Drawing conclusions about a population of deer, such as density, based solely on pictures is generally a poor idea. Many factors not accounted for by a camera survey can substantially influence dynamics of a deer herd. For example, one of the greatest limitations of a camera survey is that it only provides a snapshot of a population in time. Just because a deer is alive and in a picture one day does not mean it will be alive or in the same place the next. Deer in free range populations are constantly moving across properties resulting in different deer on different properties at different times.

Information related to deer density is most useful when used in conjunction with data collected from hunter-harvested deer. Even when it is possible to accurately determine deer population density with game cameras, you still need to know the amount of deer the habitat can support (carrying capacity) in order to make management decisions. Data collected from hunter-harvested deer (e.g., weight, lactation rates) and vegetation surveys are important to assess population density relative to nutritional carrying capacity.

Changes in the availability of natural foods throughout the year also will substantially affect the number of deer visiting baited camera stations. For example, in good acorn crop years, it is common for deer to visit baited camera stations less frequently. This may result in fewer pictures of deer being taken and incorrectly leading one to believe that fewer deer are on the property. Habitat conditions present during the survey must always be considered when evaluating results from camera surveys.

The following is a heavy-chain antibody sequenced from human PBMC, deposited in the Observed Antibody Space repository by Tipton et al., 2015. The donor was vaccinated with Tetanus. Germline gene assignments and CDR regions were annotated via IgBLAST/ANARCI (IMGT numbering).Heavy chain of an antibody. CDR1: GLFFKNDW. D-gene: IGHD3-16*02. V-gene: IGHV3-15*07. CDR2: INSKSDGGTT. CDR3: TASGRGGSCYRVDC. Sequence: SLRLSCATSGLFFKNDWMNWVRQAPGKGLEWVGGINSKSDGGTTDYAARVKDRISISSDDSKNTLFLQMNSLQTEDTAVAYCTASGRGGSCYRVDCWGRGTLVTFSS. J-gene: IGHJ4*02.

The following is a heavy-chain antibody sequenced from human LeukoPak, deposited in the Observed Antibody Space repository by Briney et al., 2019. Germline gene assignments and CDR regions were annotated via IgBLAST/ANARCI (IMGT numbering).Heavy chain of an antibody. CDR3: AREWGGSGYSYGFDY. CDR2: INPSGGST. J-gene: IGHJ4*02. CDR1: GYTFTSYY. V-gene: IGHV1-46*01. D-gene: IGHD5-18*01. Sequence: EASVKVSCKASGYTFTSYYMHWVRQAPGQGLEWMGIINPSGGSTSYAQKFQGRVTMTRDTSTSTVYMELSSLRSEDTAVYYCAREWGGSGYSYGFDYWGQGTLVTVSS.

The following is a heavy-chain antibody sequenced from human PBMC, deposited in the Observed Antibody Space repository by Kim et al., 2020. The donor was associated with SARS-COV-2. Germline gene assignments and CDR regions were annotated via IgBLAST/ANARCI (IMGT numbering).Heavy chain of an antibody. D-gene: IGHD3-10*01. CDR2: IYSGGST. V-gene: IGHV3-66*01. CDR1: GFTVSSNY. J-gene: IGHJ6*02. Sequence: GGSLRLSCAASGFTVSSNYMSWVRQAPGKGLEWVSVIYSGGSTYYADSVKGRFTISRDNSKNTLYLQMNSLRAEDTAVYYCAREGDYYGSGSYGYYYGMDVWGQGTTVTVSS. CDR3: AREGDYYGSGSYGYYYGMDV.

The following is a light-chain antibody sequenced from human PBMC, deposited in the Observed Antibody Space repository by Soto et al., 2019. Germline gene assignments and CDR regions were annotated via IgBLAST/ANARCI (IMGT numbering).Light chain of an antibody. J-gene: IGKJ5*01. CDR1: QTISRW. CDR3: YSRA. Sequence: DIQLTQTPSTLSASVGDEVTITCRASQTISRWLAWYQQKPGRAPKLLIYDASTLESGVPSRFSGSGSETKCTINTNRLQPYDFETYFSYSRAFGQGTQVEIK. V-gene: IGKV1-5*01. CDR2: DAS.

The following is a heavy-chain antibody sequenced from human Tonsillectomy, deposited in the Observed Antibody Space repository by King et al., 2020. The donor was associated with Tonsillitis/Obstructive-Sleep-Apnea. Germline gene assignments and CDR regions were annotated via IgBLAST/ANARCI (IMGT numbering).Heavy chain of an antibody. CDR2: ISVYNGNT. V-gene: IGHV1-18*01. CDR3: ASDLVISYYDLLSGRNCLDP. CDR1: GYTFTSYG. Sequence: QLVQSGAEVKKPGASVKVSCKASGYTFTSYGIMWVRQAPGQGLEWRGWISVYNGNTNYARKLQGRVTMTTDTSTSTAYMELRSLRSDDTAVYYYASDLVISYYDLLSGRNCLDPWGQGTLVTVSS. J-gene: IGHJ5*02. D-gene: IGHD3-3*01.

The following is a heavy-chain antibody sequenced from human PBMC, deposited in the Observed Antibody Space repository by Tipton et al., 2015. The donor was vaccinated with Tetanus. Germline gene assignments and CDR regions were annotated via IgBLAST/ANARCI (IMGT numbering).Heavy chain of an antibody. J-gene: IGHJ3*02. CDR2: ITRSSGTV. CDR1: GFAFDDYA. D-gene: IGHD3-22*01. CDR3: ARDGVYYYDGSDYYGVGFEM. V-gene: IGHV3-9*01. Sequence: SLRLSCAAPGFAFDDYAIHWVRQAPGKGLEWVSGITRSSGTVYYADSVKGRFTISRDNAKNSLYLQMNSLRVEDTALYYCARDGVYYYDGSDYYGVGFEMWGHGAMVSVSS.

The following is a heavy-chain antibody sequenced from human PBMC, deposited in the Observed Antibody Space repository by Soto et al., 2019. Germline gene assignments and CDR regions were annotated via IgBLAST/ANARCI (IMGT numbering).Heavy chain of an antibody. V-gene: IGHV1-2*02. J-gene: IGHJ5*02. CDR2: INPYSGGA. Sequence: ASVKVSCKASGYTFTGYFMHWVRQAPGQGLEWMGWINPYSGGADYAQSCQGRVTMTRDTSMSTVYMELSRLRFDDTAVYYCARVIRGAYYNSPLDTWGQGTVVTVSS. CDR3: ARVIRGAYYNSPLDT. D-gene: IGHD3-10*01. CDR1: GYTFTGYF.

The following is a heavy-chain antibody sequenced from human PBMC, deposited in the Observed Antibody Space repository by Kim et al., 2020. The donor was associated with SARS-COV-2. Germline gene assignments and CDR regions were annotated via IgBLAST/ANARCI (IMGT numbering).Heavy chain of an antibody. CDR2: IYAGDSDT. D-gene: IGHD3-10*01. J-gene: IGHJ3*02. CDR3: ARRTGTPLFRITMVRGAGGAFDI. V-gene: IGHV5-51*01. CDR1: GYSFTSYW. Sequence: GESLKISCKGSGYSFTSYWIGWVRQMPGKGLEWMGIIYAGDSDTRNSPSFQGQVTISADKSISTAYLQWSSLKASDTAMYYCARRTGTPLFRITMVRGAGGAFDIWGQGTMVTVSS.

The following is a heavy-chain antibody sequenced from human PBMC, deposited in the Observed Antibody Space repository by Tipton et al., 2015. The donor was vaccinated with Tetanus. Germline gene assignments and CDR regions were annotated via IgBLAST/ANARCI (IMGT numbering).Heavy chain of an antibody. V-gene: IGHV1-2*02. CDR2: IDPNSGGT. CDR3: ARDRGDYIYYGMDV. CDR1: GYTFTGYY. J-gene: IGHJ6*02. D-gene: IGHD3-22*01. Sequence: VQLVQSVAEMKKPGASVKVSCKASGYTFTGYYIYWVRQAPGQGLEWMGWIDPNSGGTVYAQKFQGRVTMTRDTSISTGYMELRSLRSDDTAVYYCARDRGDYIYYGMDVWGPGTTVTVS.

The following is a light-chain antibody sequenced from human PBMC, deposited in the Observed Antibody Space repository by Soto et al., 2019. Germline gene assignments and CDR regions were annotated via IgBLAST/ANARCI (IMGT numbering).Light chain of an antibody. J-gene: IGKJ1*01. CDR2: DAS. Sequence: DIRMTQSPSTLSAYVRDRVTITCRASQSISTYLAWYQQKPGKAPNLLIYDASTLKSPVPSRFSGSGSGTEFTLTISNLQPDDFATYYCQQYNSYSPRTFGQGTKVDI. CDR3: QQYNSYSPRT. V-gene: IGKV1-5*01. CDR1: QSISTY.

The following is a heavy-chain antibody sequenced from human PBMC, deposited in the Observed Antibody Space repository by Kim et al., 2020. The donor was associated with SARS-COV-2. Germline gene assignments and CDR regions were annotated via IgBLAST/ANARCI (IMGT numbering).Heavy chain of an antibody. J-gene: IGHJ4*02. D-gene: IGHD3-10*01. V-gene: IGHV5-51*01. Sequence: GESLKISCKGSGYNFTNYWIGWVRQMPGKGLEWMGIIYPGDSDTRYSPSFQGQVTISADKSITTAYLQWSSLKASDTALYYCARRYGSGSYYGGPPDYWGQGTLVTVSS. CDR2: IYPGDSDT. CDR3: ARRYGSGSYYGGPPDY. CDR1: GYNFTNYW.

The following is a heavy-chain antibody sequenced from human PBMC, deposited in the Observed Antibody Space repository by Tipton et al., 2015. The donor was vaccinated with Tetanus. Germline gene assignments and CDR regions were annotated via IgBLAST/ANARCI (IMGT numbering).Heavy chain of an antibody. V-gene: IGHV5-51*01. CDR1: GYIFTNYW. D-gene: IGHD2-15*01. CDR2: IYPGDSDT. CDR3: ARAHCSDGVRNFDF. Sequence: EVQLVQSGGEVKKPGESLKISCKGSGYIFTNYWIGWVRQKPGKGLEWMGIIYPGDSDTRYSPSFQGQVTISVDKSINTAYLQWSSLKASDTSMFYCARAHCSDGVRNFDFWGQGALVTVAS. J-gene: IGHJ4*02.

A buck deer in a field.

Figure 10. Camera surveys have limited ability for estimating deer density in freerange populations.

Additionally, all deer do not act the same and, consequently, all deer do not have the same chance of being photographed. Some individual deer may come to bait frequently while others may never visit the bait. Timing of the survey may play an important part in determining which deer are most likely to be photographed. Past studies have demonstrated that bucks (particularly mature bucks) exhibit highly variable visitation rates to bait sites. Bucks have higher visitation rates to baited sites during pre-rut than they do during the rut. In contrast, fawns tend to be highly visible at baited sites during the rut.

The complex interactions of multiple factors, including deer behavior and habitat conditions, can make estimating deer density from camera surveys extremely difficult, especially in free-ranging populations. Nonetheless, information from camera surveys provides another important piece of the puzzle when attempting to make sound deer management decisions. At the end of the day, a picture is worth a 1,000 words and a picture of a big buck means at least he was in front of your camera on that day.

Download a PDF of Managing White-tailed Deer: Camera Surveys, ANR-1395.

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As the Bibb County Coordinator for Alabama Extension, Matthew D. Hartzell coordinates the implementation of all Extension programs in Bibb County in many program areas. These program areas include 4-H and Youth Development, Animal Sciences, Food Safety and Quality, Forestry, Wildlife and Natural Resources, Human Nutrition, Diet and Health, Family and Child Development, Family Resource Management and Workforce Development, Commercial Horticulture, Home Grounds, Gardens and Home Pests, Farm and Agribusiness Management, and Community and Economic Development. Hartzell has served in his current position for 12 years and held primary program assignments in Community and Economic Development, Human Nutrition, Diet and Health, and Forestry Wildlife and Natural Resources.